The leader of both SEVENTEEN as a whole and the hip-hop unit, S.Coups shoulders the most responsibility. His leadership strength lies in his ability to find opportunities for all members to shine, sometimes by stepping back himself. With a stage name that combines “S” for the first letter in his name, Seungcheol, and “Coups” for “Coup d’état,” S.Coups has a dominating presence onstage as he raps and dances. Last November, PLEDIS announced that S.Coups would take a hiatus due to symptoms of anxiety. In the recent documentary SEVENTEEN: Hit the Road, which aired in May, he opens up about this experience. The oldest member has since returned, fully participating in the album promotions for Heng:garae and posting multiple messages of thanks to Carats—the name for the group’s fans—on the community platform WeVerse.

Jeonghan (Full Name: Yoon Jeonghan), 24

Unit: Vocal Team

The vocalist with an airy voice, Jeonghan’s verses in SEVENTEEN’s songs are often soothing. He’s apparently self-aware when it comes to this quality, having started the live radio series “Glass of Warm Milk” on the streaming platform V Live in 2017. “When you drink a warm cup of milk and close your eyes, you go to sleep right away,” he said in the first show, expressing that he wants to help listeners fall asleep more easily. Jeonghan frequently provides a mischievous comic relief in the group’s variety show appearances, creating chaos in any setting from mafia games to mini quadricycle races.

Joshua (Full Name: Hong Jisoo), 24

Unit: Vocal Team

Hailing from Los Angeles, Joshua moved to Korea as a teenager to become an idol. Although he is one of the group’s more soft-spoken personalities, Joshua takes on the unofficial roles of the translator and the spokesperson—along with fellow Korean-American Vernon—when SEVENTEEN is in the States. Joshua’s gentle voice is highlighted in the group’s tracks, and he also plays the guitar after being on the musical worship team when he attended church in the U.S. The vocalist carries an air of sophistication—he has introduced himself as “SEVENTEEN’s gentleman”—and hosts “Wine and Cheese” live broadcasts where he makes song recommendations.

Jun (Full Name: Wen Junhui), 24

Unit: Performance Team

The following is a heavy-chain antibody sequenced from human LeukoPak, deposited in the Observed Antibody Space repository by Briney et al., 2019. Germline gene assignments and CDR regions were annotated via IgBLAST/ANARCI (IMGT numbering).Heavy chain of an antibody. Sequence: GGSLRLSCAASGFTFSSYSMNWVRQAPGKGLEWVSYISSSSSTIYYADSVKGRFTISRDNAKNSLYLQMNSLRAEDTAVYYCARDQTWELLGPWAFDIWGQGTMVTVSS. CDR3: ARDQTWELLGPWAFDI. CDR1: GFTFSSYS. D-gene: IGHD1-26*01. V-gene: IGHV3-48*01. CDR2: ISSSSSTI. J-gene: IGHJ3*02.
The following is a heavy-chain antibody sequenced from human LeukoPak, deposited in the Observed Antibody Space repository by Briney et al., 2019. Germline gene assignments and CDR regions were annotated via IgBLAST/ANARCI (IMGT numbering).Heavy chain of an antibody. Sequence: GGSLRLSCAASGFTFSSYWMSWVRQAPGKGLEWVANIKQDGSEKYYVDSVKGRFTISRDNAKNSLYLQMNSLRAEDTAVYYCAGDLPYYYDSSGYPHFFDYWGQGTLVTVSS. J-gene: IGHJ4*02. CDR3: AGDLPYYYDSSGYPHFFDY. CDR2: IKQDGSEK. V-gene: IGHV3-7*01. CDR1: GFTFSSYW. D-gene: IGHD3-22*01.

Born in Guangdong, China, Jun launched his career in the entertainment industry as a child actor. He starred in multiple TV series and films before joining SEVENTEEN. An animated performer, Jun is nimble with his body and displays a wide array of facial expressions. The singer released his solo single “Can You Sit By My Side” in 2018, and, beyond the group’s tracks, showcases his delicate voice in covers of Mandarin songs. Most recently, Jun and the group’s other Chinese member, The8, recorded Mandarin versions of songs from the soundtrack of the popular Korean drama “The King: Eternal Monarch.”

Hoshi (Full Name: Kwon Soonyoung), 24

Unit: Performance Team (Leader)

The group’s main choreographer, Hoshi packs storytelling into complex dance moves. Beyond his choreographing expertise, he is a leader in SEVENTEEN’s performances with his explosive energy. His stage name, short for “tiger’s gaze” in Korean, is an apt description of the fierce intensity he exudes when performing. But the artist has effectively turned this persona into a meme. He constantly refers to himself as a tiger, wears clothes that feature tigers and poses with hands that imitate a tiger’s paws at any chance he gets—prompting his bandmates to repeatedly remind him in jest that he is, in fact, human.

Wonwoo (Full Name: Jeon Wonwoo), 24

Unit: Hip-hop Team

Wonwoo’s deep-voiced rapping is easily recognizable across SEVENTEEN’s songs, and he has delivered a number of the impactful opening and closing parts in recent title tracks. Besides his hobbies as a reader and a gamer, Wonwoo has experience in video editing—he directed the 2018 music video for the group’s summery track “Holiday.” In Hit the Road, Wonwoo talks about feeling at home in the group although he has a more reserved personality. “I’m a very introverted person naturally, so I always felt I couldn’t fit in that well, anywhere, since I was young,” he said. “But in SEVENTEEN, I didn’t get any of that feeling.”

Woozi (Full Name: Lee Jihoon), 23

Unit: Vocal Team (Leader)

Besides co-composing the majority of SEVENTEEN’s tracks, Woozi has written songs for a number of other Korean artists, from girl groups to soloists. With a background in classical music, he plays a range of instruments, including the piano, guitar, drums and clarinet. While behind-the-scenes clips of recording studio sessions highlight Woozi’s more serious side as he diligently fine-tunes every member’s part, the many SEVENTEEN reality shows from across the years show him at ease and frequently bursting into laughter at his bandmates’ antics.

DK (Full Name: Lee Seokmin), 23

Unit: Vocal Team

DK, or Dokyeom, is known for his warm and rich voice as one of the group’s two main vocalists. Although he once shared doubts about this position on SEVENTEEN’s pre-debut reality show, DK has developed into a poised singer and a pillar of the act’s vocal performances. Outside of the group’s tracks, he often shares song covers that are recorded casually while sitting on the floor and strumming the guitar. In 2019 DK starred in the musical Xcalibur, playing the lead role of King Arthur in his first venture into theatrical acting. He is one of SEVENTEEN’s key mood-makers, with an enthusiastic and goofy character.